It’s sad to realize that only a few of the mentioned venues are extant: Coney Island USA is carrying on the tradition of sideshow and burlesque in their landmarked building on Surf Avenue which once housed the Blue Bird Casino and the Wonderland Circus Sideshow. The long-vacant Shore Theater building, formerly the Loew’s Coney Island and built in 1925, is landmarked, but has fallen victim to demolition by neglect. In Brighton Beach, the Oceana Theatre, which opened as a movie house in 1934 with Dancing Lady starring Joan Crawford, is now the Millennium Theatre with live entertainment by Russian touring groups.

A book launch party with an illustrated talk by the author will be held at 440 Gallery, 440 6th Avenue, in Park Slope, Brooklyn, on Sunday, December 14 at 4:40pm.

The Brooklyn Theatre Index Vol III: Coney Island Including Brighton Beach and Manhattan Beach by Cezar Del Valle. Theatre Talks LLC, 2014. Paperback, $15

Related posts on ATZ…

November 10, 2014: Autumn Reading: The Lost Tribe of Coney Island

March 30, 2014: Spring Reading: Automatic Pleasures: The History of the Coin Machine

December 14, 2010: Amid Demolitions & Evictions in Coney Island, City Landmarks Shore Theater

April 29, 2010: Photo of the Day: Interior of Coney Island’s Doomed Henderson Music Hall

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Coney Island Farmer’s Market

Alex’s Tomato Farm from Carlisle, NY, at Coney Island Farmer’s Market, November 16, 2014. Photo © Tricia Vita

There’s no funnel cake for sale this time of year in Coney Island, but you can get Brussels sprouts on the stalk. The Coney Island Farmers’ Market is on Surf Avenue at West 16th Street in front of MCU every Sunday from July to mid-November. Hours are 7am through 3pm, but Alex’s Tomato Farm was still there when we strolled by after 4 on Sunday.

Alex’s Tomato Farm

Alex’s Tomato Farm from Carlisle, NY, at Coney Island Farmer’s Market, November 16, 2014. Photo © Tricia Vita

Related posts on ATZ…

April 6, 2014: Photo of the Day: Miss Coney Island’s Dancing Cat

March 25, 2013: Photo of the Day: Palms on Palm Sunday in Coney Island

December 23, 2012: Photo of the Day: It’s a Wrap at Tom’s Coney Island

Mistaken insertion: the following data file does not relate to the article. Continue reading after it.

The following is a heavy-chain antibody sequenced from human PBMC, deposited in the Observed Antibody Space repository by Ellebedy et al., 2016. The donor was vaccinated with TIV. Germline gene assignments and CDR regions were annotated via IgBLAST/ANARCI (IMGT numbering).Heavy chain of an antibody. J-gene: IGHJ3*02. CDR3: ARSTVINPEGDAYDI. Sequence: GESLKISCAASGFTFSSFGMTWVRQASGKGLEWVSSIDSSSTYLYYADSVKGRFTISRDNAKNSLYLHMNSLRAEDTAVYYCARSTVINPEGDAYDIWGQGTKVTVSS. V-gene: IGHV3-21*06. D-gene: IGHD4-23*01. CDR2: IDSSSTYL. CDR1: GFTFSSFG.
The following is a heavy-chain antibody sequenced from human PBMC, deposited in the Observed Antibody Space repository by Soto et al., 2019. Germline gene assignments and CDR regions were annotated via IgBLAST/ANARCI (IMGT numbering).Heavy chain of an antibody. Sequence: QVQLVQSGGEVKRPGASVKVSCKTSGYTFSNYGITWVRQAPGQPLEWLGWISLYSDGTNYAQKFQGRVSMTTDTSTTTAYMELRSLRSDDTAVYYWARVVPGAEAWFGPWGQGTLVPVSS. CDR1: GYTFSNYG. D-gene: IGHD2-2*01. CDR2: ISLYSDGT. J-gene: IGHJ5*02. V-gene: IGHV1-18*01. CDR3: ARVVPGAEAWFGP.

June 9, 2011: Photo of the Day: Mango Vendor in Coney Island

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1904 Surf Avenue

Coney Island Brewing Co has applied for a brewer’s license at the 1904 Surf Ave store formerly occupied by Danny Boy’s Pizza. November 16, 2014. Photo © Tricia Vita

The Coney Island Brewing Company, which relaunched a year ago after being sold to Alchemy & Science, a division of Samuel Adams, has applied for a license to open a brewery at 1904 Surf Avenue in Coney Island, sources tell ATZ. The new brewery will mark a return to Coney for the namesake brand, which under Shmaltz Brewing ownership operated the “World’s Smallest Brewery” in a tiny storefront next to the freak show. That brewery was part of Coney Island USA’s small business incubator program from 2011 until it got washed away by Sandy. The new retail space at 1904 Surf on the outside of MCU Park was formerly occupied by Danny Boy’s Pizza and is adjacent to Peggy O’Neill’s and the MCU Credit Union.

“We’re not ready to make an official announcement, there is paperwork still being processed,” Kathleen Barnes of the Coney Island Brewing Company told ATZ. According to the New York State Liquor Authority, the application was filed on September 26 and is pending. The NYSLA has no set timetable for approval, but after a brewer’s license is granted, the permittee has the option of (more…)

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Dewey Albert Place and Milton Berger Place

Dewey Albert Place and Milton Berger Place, Surf Ave and W 10th St, Coney Island. November 16, 2014. Photo © Tricia Vita

Have you ever looked up at the names immortalized on the street signs in front of the Cyclone roller coaster and wondered– who are Dewey Albert and Milton Berger? ATZ’s compendium of Coney Island’s Honorary Walks and Places, both official and unofficial, includes Coney Island luminaries of the past as well as the present-day paparazzi of People’s Playground Paparazzi Plaza. While there are no streets in Coney named after women, two powerful women in the Bloomberg administration had the rare honor of having new rides named after them.

Dewey Albert Place

Dewey Albert Place, Surf Ave and W 10th st, Coney Island. November 16, 2014. Photo © Tricia Vita

Honorary street namings are sponsored by New York City Council members, voted upon by the Council and signed into law by the Mayor. “Proposed honorees must be individuals who are deceased and of significant importance to New York City,” according to the City Council. In June 1997, in recognition of the work and life of Dewey Albert, founder of Astroland, and in celebration of the 70th Anniversary of the Cyclone Roller Coaster, 10th Street between Surf Avenue and the Boardwalk was named Dewey Albert Place.  (more…)